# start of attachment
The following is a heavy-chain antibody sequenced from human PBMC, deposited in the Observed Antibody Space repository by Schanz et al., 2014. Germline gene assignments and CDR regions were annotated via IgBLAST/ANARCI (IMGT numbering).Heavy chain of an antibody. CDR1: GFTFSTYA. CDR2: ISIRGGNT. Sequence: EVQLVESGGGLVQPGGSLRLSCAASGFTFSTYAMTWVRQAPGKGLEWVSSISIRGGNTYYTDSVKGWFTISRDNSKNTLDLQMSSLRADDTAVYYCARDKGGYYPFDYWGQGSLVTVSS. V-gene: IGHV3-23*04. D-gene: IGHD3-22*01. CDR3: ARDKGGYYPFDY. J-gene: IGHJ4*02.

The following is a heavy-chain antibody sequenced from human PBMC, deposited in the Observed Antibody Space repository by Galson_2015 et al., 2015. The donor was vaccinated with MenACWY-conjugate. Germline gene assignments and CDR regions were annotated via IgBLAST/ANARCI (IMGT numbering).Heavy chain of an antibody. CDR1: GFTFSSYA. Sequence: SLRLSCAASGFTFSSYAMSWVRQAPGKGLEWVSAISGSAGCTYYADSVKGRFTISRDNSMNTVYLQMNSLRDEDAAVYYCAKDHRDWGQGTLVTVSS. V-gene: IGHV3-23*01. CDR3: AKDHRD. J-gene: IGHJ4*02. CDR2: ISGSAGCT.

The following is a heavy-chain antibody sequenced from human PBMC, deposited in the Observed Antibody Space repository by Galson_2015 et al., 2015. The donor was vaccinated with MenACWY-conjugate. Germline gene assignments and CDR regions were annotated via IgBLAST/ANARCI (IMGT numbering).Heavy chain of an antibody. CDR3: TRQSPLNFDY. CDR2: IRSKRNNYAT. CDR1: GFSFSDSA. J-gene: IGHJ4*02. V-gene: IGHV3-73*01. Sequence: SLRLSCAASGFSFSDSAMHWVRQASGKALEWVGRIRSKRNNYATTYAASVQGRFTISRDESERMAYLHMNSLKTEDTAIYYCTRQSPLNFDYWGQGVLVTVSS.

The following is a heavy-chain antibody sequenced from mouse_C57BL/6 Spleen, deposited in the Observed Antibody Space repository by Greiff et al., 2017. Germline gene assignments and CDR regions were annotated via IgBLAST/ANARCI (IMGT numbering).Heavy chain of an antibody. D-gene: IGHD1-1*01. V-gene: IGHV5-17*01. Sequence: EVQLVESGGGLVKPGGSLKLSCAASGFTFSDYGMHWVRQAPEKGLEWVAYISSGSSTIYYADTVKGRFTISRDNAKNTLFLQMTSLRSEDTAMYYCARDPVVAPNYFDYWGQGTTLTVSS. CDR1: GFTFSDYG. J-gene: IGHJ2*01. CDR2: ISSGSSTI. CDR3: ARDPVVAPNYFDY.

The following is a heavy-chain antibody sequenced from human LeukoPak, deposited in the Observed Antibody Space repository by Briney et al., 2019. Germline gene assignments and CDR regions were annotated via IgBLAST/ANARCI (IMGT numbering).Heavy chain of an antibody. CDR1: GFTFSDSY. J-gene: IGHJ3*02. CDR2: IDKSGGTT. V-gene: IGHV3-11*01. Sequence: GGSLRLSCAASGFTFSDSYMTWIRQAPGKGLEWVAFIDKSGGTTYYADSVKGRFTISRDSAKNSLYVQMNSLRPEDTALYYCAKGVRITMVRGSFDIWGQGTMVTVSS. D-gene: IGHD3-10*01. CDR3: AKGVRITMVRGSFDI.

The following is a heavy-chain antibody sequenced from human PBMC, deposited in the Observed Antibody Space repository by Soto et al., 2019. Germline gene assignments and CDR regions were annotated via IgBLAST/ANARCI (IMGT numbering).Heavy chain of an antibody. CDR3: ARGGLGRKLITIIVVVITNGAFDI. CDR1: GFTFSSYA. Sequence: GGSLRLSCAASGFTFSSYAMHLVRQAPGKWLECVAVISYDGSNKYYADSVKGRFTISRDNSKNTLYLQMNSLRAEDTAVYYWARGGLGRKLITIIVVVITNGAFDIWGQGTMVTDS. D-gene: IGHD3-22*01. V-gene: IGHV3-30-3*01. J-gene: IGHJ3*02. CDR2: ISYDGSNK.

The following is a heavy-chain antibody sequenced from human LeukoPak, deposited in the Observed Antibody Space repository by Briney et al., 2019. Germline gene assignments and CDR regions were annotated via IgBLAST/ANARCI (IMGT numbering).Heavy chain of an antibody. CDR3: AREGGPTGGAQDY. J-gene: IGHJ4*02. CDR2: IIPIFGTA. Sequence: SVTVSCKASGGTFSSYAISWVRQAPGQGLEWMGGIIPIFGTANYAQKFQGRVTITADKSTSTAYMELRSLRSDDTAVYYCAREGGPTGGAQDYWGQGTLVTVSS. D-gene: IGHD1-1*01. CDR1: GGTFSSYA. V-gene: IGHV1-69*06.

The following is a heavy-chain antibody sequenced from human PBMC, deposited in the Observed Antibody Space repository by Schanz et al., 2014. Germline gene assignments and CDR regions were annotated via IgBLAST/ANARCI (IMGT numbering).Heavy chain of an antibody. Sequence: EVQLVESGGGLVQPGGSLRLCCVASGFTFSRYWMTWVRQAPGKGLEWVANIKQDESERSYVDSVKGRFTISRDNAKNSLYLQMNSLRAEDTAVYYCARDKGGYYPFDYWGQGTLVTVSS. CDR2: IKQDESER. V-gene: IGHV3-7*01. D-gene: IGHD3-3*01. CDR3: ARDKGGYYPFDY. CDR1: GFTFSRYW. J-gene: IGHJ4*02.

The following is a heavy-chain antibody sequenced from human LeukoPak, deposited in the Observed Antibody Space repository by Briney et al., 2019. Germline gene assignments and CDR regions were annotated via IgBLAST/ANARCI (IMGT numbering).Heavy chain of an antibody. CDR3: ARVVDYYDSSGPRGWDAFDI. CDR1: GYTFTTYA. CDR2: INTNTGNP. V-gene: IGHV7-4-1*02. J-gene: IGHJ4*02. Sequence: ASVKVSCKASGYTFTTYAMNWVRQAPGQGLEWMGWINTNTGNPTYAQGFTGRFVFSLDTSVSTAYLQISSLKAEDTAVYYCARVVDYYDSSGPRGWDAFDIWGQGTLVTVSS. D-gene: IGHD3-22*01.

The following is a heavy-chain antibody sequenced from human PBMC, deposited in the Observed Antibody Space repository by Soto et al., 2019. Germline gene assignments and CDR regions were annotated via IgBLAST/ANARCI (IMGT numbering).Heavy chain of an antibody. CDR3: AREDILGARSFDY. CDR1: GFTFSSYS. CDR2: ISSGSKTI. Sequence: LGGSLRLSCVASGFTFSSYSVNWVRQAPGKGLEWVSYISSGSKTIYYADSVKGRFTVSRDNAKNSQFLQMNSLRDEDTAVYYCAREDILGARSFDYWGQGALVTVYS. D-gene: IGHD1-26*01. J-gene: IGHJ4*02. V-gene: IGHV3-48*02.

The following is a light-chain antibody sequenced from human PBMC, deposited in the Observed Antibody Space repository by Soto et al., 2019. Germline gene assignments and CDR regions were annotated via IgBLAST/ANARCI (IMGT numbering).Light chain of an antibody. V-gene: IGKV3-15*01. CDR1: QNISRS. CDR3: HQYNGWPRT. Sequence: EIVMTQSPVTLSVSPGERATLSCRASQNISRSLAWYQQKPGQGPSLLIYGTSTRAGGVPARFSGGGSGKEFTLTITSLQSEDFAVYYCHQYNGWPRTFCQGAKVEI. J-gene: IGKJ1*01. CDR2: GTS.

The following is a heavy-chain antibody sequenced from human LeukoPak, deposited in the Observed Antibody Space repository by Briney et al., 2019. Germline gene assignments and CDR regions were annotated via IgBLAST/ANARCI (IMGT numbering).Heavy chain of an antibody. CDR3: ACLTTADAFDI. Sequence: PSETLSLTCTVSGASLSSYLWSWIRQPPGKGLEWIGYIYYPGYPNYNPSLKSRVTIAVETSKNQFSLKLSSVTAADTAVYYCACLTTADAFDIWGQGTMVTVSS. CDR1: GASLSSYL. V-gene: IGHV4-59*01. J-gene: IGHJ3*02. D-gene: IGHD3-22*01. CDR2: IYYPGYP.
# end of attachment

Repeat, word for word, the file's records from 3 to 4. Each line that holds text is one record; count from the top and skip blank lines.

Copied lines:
The following is a heavy-chain antibody sequenced from human PBMC, deposited in the Observed Antibody Space repository by Galson_2015 et al., 2015. The donor was vaccinated with MenACWY-conjugate. Germline gene assignments and CDR regions were annotated via IgBLAST/ANARCI (IMGT numbering).Heavy chain of an antibody. CDR3: TRQSPLNFDY. CDR2: IRSKRNNYAT. CDR1: GFSFSDSA. J-gene: IGHJ4*02. V-gene: IGHV3-73*01. Sequence: SLRLSCAASGFSFSDSAMHWVRQASGKALEWVGRIRSKRNNYATTYAASVQGRFTISRDESERMAYLHMNSLKTEDTAIYYCTRQSPLNFDYWGQGVLVTVSS.

The following is a heavy-chain antibody sequenced from mouse_C57BL/6 Spleen, deposited in the Observed Antibody Space repository by Greiff et al., 2017. Germline gene assignments and CDR regions were annotated via IgBLAST/ANARCI (IMGT numbering).Heavy chain of an antibody. D-gene: IGHD1-1*01. V-gene: IGHV5-17*01. Sequence: EVQLVESGGGLVKPGGSLKLSCAASGFTFSDYGMHWVRQAPEKGLEWVAYISSGSSTIYYADTVKGRFTISRDNAKNTLFLQMTSLRSEDTAMYYCARDPVVAPNYFDYWGQGTTLTVSS. CDR1: GFTFSDYG. J-gene: IGHJ2*01. CDR2: ISSGSSTI. CDR3: ARDPVVAPNYFDY.